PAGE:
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I've been discussing the use of size_t with colleagues. One issue that has come up is loops that decrement the loop variable until it reaches zero.

Consider the following code:

for (size_t i = n-1; i >= 0; --i) { ... }

This causes an infinite loop due to unsigned integer wrap-around. What do you do in this case? It seems far to easy to write the above code and not realise that you've made a mistake.

Two suggestions from our team are to use one of the following styles:

for (size_t i = n-1; i != -1 ; --i) { ... }

for (size_t i = n; i-- > 0 ; ) { ... }

But I do wonder what other options there are...

Cheers,

Dan

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Looks like a dup: stackoverflow.com/questions/665745/…. This didn't come up in my initial searches. –  Daniel Paull Sep 2 '10 at 2:02
    
See also: stackoverflow.com/questions/3484474/… –  Charles Bailey Sep 2 '10 at 6:50
    
Those are both tagged 'C' only, doing this in C++ has some very clear alternatives that are not available in C. –  joshperry Sep 2 '10 at 14:30
1  
@joshperry: I didn't say duplicate or vote to close as a duplicate I said "See also". This question is tagged C and C++ and the linked question is applicable to C++ as well, so I think that the link is valuable. –  Charles Bailey Sep 3 '10 at 7:18

8 Answers 8

up vote 23 down vote accepted

Personally I have come to like:

for (size_t i = n; i --> 0 ;)

It has a) no funny -1, b) the condition check is mnemonic, c) it ends with a suitable smiley.

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6  
Dude, that rocks! –  Daniel Paull Sep 2 '10 at 11:26

Unsigned integers are guaranteed to wrap around nicely. They just implement arithmetic modulo 2N. So an easy to read idiom is this one:

for (size_t i = n-1; i < n ; --i) { ... }

this sets the variable to the initial value that you want, shows the sense of the iteration (downward) and gives precisely the condition on the values that you want to handle.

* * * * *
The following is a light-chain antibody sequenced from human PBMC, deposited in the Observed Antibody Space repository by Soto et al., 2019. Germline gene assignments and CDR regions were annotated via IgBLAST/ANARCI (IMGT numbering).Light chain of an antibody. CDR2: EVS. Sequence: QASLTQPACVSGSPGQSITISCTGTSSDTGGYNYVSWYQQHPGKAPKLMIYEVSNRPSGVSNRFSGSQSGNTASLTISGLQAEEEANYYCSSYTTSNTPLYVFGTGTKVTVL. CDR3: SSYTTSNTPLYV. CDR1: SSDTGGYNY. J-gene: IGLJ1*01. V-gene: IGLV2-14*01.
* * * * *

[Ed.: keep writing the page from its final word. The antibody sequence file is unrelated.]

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  1. Replace the loop with an algorithm.
  2. Use a reverse iterator instead of an integer.
  3. Count down from n to 1, but inside the loop use i-1 instead of i.
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i != -1 relies on the -1 being silently cast to a size_t, which seems fragile to me, so, of the alternatives you present, I'd definitely go with the post-decrement one. Another possibility (esp. if you don't actually need i in the loop body but just need to iterate on an array in reverse order) would be to wrap the array in a std::-like container and use an iterator on the wrapper, with the rbegin and rend methods. E.g., Boost.Array would support the latter choice.

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3  
The "silent cast" is really an implicit conversion, which is a defined part of the language. It's not at all fragile. –  caf Sep 2 '10 at 4:29
    
But how is the conversion certain to be exactly to a size_t, as opposed to an unsigned int? I believe all you know for sure is that size_t is at least 16 bit -- but is it ensured that it's also at least as large as an unsigned int? Otherwise (if size_t is unsigned short, 16 bit, and unsigned int is 32 bit), i != -1 may be "always false" (gcc warns about that if you typedef unsigned short size_t, and are you sure no compiler is ever allowed to do that no matter what the provocation?). Needs "standards lawyering" at least -- that's not "not at all fragile". –  Alex Martelli Sep 2 '10 at 5:05
2  
The conversion isn't necessarily to size_t. First integer promotion happens. If size_t is actually smaller than an int (i.e. an int can hold the large positive number that decrementing a size_t with value 0 results in) then both sides of the comparison would remain int with the comparison obviously always failing. Only if a size_t is at least as wide as an int and you're not on an architecture where the signed types can hold all the values of the corresponding unsigned types will -1 be converted to an unsigned type of the correct width. IMHO an explicit conversion is needed. –  Charles Bailey Sep 2 '10 at 6:40